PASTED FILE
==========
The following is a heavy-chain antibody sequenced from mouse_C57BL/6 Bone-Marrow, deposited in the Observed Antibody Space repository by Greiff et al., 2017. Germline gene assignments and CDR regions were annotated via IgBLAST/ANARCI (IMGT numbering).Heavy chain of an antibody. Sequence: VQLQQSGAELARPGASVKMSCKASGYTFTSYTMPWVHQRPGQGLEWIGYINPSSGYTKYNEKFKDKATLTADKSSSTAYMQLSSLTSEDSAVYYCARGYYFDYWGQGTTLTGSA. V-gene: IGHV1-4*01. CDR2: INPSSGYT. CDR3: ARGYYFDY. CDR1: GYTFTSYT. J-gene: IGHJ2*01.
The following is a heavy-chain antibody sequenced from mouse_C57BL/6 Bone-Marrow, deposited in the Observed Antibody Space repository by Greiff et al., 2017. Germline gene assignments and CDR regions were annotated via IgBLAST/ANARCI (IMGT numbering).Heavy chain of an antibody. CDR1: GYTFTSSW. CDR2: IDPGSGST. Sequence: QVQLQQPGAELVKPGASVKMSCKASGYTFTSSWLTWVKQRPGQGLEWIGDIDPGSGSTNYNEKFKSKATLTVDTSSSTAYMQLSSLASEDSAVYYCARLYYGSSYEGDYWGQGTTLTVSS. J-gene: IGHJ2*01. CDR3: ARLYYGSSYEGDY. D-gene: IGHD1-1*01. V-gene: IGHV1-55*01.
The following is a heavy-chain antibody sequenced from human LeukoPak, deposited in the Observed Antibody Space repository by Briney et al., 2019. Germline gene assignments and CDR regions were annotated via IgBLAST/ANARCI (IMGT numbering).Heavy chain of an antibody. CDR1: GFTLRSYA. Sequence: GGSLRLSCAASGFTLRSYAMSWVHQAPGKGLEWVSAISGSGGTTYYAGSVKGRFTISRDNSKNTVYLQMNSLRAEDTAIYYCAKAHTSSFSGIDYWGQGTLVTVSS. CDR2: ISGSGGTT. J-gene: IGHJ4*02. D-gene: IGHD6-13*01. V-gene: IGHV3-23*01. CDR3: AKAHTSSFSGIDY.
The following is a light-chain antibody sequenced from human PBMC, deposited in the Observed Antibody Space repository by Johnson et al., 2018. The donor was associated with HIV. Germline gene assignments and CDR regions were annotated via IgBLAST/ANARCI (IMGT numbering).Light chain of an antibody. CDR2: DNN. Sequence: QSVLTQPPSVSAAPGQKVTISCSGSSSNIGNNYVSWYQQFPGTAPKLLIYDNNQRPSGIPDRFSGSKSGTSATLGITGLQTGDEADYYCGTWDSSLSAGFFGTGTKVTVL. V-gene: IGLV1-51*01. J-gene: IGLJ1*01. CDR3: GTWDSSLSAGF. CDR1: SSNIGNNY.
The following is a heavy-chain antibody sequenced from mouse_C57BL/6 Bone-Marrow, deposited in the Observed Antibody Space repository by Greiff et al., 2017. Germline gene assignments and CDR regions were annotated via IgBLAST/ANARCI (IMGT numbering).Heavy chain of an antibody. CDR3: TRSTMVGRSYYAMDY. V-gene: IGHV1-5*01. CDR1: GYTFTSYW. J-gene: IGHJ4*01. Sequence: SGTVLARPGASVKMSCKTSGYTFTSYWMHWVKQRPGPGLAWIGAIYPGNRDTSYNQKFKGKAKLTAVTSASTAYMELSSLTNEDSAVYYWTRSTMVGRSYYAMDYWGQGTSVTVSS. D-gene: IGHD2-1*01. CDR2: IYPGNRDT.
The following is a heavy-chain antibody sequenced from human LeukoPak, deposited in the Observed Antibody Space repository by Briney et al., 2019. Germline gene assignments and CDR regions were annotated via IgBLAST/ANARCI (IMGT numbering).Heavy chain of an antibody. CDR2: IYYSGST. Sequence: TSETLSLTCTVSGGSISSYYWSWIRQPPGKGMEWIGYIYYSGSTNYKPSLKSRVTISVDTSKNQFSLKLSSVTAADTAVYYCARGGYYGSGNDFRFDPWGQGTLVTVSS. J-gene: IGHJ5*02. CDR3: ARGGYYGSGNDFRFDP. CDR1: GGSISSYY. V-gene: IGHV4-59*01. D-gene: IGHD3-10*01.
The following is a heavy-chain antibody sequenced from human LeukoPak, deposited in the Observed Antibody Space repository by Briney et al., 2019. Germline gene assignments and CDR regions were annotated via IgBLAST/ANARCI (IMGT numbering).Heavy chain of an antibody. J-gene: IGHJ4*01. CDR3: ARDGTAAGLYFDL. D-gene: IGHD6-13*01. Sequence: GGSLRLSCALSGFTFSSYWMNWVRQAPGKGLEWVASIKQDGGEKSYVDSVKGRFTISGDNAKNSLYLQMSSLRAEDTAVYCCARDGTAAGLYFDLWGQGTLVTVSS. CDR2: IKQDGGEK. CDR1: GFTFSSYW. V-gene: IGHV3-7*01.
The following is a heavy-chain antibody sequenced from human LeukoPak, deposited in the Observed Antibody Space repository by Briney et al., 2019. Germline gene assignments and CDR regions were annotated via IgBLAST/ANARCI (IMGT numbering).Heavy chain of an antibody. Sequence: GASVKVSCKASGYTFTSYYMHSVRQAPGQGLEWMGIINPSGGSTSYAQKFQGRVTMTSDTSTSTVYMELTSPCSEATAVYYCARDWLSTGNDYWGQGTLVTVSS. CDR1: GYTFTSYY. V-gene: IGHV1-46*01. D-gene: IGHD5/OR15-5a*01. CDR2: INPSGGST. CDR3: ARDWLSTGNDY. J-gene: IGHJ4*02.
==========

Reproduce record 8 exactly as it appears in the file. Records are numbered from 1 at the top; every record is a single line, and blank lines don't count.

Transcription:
The following is a heavy-chain antibody sequenced from human LeukoPak, deposited in the Observed Antibody Space repository by Briney et al., 2019. Germline gene assignments and CDR regions were annotated via IgBLAST/ANARCI (IMGT numbering).Heavy chain of an antibody. Sequence: GASVKVSCKASGYTFTSYYMHSVRQAPGQGLEWMGIINPSGGSTSYAQKFQGRVTMTSDTSTSTVYMELTSPCSEATAVYYCARDWLSTGNDYWGQGTLVTVSS. CDR1: GYTFTSYY. V-gene: IGHV1-46*01. D-gene: IGHD5/OR15-5a*01. CDR2: INPSGGST. CDR3: ARDWLSTGNDY. J-gene: IGHJ4*02.